I was walking down a hallway with my dad when it happened.
A dark, pointy figure grabbed me by the ankles and flung me down the hall. I was shocked and in pain. But before I knew what was happening, he marched over to me and did it again.
He was furious. He was going to destroy me. And I had nothing.
Except for my lucidity.
After smashing against the wall for the second time, my fear became so intense that it jolted me into realizing the simple truth: "I'm dreaming!"
In an instant, my nightmare transformed from a world of sheer terror to a universe of endless possibilities.
I was then lucid dreaming: consciously aware in the dream state, capable of thinking clearly, experiencing the dream in extraordinary detail, and controlling my own actions.
Usually at this point, I fly away and pursue some fanciful adventure.
I might dive into the ocean and swim with the dolphins. I might summon a movie star to play a role in my dream. I might visit the Pyramids of Egypt, or the Eiffel Tower, or the Grand Canyon. I might skydive, shapeshift into a wolf, or teleport to another universe or a galaxy far, far away.
My lucid dreams are not even limited by my own conscious imagination. Because what I can't dream up... my unconscious mind can.
The unconscious mind is brimming with surreal and creative imagery. I've seen the lucid dream world in 360-degree vision. I've drawn dream characters in the air and watched them come to life. I've tunneled into the ground only to emerge in the sky below. I've been shown the quantum world, the meaning of life and the vastness of nothing.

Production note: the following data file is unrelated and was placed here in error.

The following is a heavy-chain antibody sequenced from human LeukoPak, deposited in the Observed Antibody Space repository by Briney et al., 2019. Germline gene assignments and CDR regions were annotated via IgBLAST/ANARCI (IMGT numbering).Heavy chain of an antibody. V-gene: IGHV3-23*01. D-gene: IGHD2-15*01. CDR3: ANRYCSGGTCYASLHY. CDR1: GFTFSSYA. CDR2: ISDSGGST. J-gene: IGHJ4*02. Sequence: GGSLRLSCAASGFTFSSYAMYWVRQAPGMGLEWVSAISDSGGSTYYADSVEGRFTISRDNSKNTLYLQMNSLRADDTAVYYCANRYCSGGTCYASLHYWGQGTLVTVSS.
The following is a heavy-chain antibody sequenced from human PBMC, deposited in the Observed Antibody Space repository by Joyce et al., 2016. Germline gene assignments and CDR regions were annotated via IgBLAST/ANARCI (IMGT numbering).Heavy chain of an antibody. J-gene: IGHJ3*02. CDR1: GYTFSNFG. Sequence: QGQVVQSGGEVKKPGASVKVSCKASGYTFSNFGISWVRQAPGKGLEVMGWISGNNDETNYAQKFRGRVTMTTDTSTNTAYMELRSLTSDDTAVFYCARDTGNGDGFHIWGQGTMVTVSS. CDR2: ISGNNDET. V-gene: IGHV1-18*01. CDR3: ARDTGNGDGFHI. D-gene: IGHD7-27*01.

In these dreams I can relinquish control and let the bizarre dream scenario play on; I'm just a passive but highly self aware observer, gobbling up the dream in all its wonderful and tangible intensity.
Or I can take the reigns and explore my dream actively, seek to fulfill my own personal goals and desires.
What should I do with my lucid dream tonight?
On this occasion, I chose to do something special.
I decided to turn the nightmare in on itself. To confront the source of my fear and ask outright what was happening.
I had to know why I was being so badly mistreated like this.
While still reeling from the violence of the silhouette man, I marched up to him, grabbed him by the shoulders, and yelled: "WHY ARE YOU DOING THIS TO ME!"
His aggression immediately turned to sadness. I saw a childish frustration. A hopeless creature.
"I can't reconcile this," he said. Those were his words. Not childish at all.
Then he handed me a notepad, much like the one I used in my own daily work, and saw he had scrawled four words: be loved / love yourself.
I knew exactly what he was talking about.
Earlier that day I'd been having a discussion about whether it's more important to be loved by someone else, or to learn how to love yourself .
I figured my conclusion that day was in conflict with one of my core beliefs. And now this part of me was acting out in a huge tantrum. Boy was he mad.
But instead of fearing him, or feeling angry at him, I felt enormous empathy for him. He was, after all, me. My inner child, perhaps. A little part of me that needed to mature.
I'm still not entirely sure how he figured into things. I could guess that he was furious that I'd decided I didn't want or need to be loved by other people anymore. Poor thing. He'd misunderstood - badly.
I explained how I felt. How important it was, I'd realized, to love and accept myself as a priority. Before I could even learn how to properly accept someone else's love.